Why was Google not responsible for the misleading or deceptive search results?
In the High Court the majority justices, French CJ, Crennan and Kiefel JJ (with whom Heydon J agreed), affirmed that the correct approach to apply in a case such as this was that laid down in the earlier decision of Yorke v Lucas [1985] HCA 65 at [7]. The majority held, at [15] (emphasis added):

It has been established in relation to intermediaries or agents that the question whether a corporation which publishes, communicates or passes on the misleading representation of another has itself engaged in misleading or deceptive conduct will depend on whether it would appear to ordinary and reasonable members of the relevant class that the corporation has adopted or endorsed that representation.

The High Court held that Google only published or displayed the sponsored links, and did not author or endorse them. Even with the facility of keyword insertion, the ACCC’s contention that Google produced the advertisements was rejected. As such it was not necessary for the Google to reply on the so-called ‘publisher’s defence’ in s 85(3) of the TPA (s 209 of the ACL).

The Court rejected the ACCC’s submission that Google produced the sponsored links.

The links were produced by the advertisers. The Google search engine merely responded to a user’s search requests by assembling information. While Google personnel had ‘advised’ and ‘assisted’ advertisers, there was no evidence that Google staff had actively encouraged advertisers to use the names of competitors as key words or ‘otherwise created, endorsed or adopted the sponsored links’. Moreover, whilst Google had a system to prevent the use of certain key words, it would be difficult to establish whether a trader was a competitor or associate of the advertiser without explicit notification. Thus, Google was comparable to other intermediaries, such as newspaper publishers or broadcasters, who publish, display or broadcast advertisements, and this analogy was not displaced by the fact that the information in question was provided via the internet.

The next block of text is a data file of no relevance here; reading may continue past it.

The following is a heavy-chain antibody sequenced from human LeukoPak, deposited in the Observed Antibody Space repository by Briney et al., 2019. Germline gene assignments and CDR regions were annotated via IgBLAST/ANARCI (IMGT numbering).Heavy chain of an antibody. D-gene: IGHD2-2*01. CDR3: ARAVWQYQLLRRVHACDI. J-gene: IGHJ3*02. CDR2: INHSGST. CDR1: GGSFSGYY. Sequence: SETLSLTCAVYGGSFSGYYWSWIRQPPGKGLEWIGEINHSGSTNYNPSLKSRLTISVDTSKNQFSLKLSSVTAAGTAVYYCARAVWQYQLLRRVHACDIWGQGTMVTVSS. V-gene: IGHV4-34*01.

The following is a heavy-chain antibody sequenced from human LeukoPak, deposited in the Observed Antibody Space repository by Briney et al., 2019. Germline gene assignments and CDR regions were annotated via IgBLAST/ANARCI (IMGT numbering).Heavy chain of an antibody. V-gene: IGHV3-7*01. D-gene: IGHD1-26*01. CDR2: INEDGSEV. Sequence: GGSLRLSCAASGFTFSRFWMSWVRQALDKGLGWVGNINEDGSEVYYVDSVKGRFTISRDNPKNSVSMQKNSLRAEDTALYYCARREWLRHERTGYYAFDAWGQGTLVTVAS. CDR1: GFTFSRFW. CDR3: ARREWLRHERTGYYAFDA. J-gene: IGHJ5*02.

The Court also endorsed the primary judge’s findings in relation to the ordinary and reasonable user’s understanding of how a sponsored link worked. These users would have regarded the sponsored links as statements of advertisers that were not endorsed by Google. Ordinary and reasonable Google users would not have reached the conclusion that Google had endorsed the representation given that the advertisements were displayed away from actual search results derived from the search terms inputted by the user.

As noted above, this decision does not mean those who control or administer internet sites can escape liability for misleading or deceptive information posted on those sites. The pivotal issue here was control, and Google lacked control over the material displayed. However if an administrator of a site endorsed misleading or deceptive conduct, such as by responding to the misleading conduct with a positive comment, or even allowing such a comment to remain on the site after having become aware the material was misleading, they may be held to have adopted or endorsed misleading or deceptive material and be liable as a result.

AGLC3 Citation: Sarah Mulcahy and Jeannie Paterson, ‘Google Searches and Misleading Conduct: Google Inc v Australian Competition and Consumer Commission’ on Opinions on High (29 October 2013) <http://blogs.unimelb.edu.au/opinionsonhigh/2013/10/29/mulcahy-paterson-google/>.

Sarah Mulcahy is a third year JD student at Melbourne Law School.

Dr Jeannie Marie Paterson is a Senior Lecturer at Melbourne Law School.